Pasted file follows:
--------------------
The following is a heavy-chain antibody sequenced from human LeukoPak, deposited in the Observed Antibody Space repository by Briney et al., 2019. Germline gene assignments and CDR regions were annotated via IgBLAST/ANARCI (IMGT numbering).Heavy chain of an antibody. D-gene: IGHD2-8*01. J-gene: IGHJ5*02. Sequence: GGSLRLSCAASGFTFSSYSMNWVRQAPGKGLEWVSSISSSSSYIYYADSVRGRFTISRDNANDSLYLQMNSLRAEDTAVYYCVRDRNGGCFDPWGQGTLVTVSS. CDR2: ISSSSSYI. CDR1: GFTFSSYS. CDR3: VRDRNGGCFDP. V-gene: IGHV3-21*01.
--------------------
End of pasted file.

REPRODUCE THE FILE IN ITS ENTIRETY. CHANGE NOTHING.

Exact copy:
The following is a heavy-chain antibody sequenced from human LeukoPak, deposited in the Observed Antibody Space repository by Briney et al., 2019. Germline gene assignments and CDR regions were annotated via IgBLAST/ANARCI (IMGT numbering).Heavy chain of an antibody. D-gene: IGHD2-8*01. J-gene: IGHJ5*02. Sequence: GGSLRLSCAASGFTFSSYSMNWVRQAPGKGLEWVSSISSSSSYIYYADSVRGRFTISRDNANDSLYLQMNSLRAEDTAVYYCVRDRNGGCFDPWGQGTLVTVSS. CDR2: ISSSSSYI. CDR1: GFTFSSYS. CDR3: VRDRNGGCFDP. V-gene: IGHV3-21*01.